Six officer-involved shootings this year; three fatal: Does the DOJ have enough funding to investigate them?

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MADISON (WITI) -- A bill passed in April 2014 requires an outside agency investigate officer-involved or in-custody deaths. The law requires "an investigation that is conducted by at least two investigators...neither of whom is employed by a law enforcement agency that employs a law enforcement officer involved in the officer-involved death." After that, investigators must provide a report to the district attorney. If the district attorney determines there are no grounds to prosecute the officer involved, then the investigators must release their report to the public. Since January 5th, 2015, there have been six officer-involved shootings statewide. Three of those have been fatal -- one in Milwaukee, one in Green Bay and now one in Madison.

Per state law, the Wisconsin Department of Justice's Division of Criminal Investigation is handling these shooting investigations.

"These cases require massive investigation," Senator Lena Taylor (D-Milwaukee) said.

Senator Taylor was one of the major proponents of the law requiring an outside agency investigate officer-involved deaths.

Tony Robinson

Tony Robinson

19-year-old Tony Robinson was shot and killed by Madison Police Officer Matt Kenny last Friday, March 6th.

The incident started when authorities got a call that a male was yelling and jumping in front of cars, Madison Police Chief Mike Koval said.

A little later, the dispatcher says, “Apparently Tony hit one of his friends. No weapons seen.”Dispatchers identified him as Tony Robinson, according to 911 audio obtained by WKOW.

About four minutes later, the dispatcher says, “I got another call for the same suspect at [the same address]. He tried to strangle another patron.”

About 30 seconds later, an unidentified officer says, “Shots fired, shots fired.”

Madison Police Officer Matt Kenny

Madison Police Officer Matt Kenny

When Officer Matt Kenny went to the apartment, he heard some commotion and forced his way in, Koval said.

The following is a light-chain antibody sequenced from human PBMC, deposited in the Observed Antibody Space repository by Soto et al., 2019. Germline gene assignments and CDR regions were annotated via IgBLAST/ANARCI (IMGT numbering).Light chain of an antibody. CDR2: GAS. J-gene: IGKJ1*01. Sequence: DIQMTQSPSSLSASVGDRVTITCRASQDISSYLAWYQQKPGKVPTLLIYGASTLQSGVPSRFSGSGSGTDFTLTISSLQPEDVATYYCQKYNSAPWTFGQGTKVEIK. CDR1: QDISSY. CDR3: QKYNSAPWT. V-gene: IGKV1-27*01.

“Once inside the home the subject involved in this incident — the same one allegedly out in traffic and that had battered someone — assaulted my officer,” Koval said.

Koval says Robinson attacked Officer Kenny.

After that, according to the chief, “The officer did draw his revolver and subsequently shot the subject.”

Robinson did have a criminal history. Wisconsin Circuit Court documents indicate Robinson pleaded guilty in December to an armed robbery that occurred last April.

The deadly confrontation has made Madison the latest epicenter of protests.

Days before this latest officer-shooting, Senator Taylor says the Department of Justice came to the Joint Finance Committee asking for help.

"I think it`s unfair to expect the Department of Justice can do an adequate job without the funding.  The Governor needs to be responsible and fund it," Senator Taylor said.

Senator Taylor says the DOJ asked the committee to reinstate its request for five new positions at a cost of around $740,000. These are positions that would assist with officer-involved shooting investigations. Taylor says they were cut from Governor Scott Walker's $68 billion two-year budget proposal.

"How irresponsible is it to put the legislation in place but not staff for the Attorney General to do the work?" Senator Taylor said.

FOX6 News asked law enforcement expert Brian Dorow to explain the DOJ manpower involved in cases like the shooting of Dontre Hamilton. 31-year-old Hamilton was shot and killed by former Milwaukee Police Officer Christopher Manney. Manney was terminated from MPD for his handling of Hamilton that day.

"A minimum of two investigators are involved to conduct this independent review of the officer-involved shooting," Dorow said.

The investigation can take weeks -- even months to complete.

"They are labor intensive. A lot of follow-up.  You have collection of evidence, interviewing witnesses," Dorow said.

FOX6 News reached out to Governor Walker's office for comment on this story. A spokeswoman shared documents that showed the DOJ didn't anticipate a fiscal impact when the law regarding the investigation of officer-involved shootings. She says "if the DOJ feels as though additional funding is necessary to address these cases. We are willing to work with them and the state Legislature to ensure adequate funding."

The Department of Justice declined to comment on this story.

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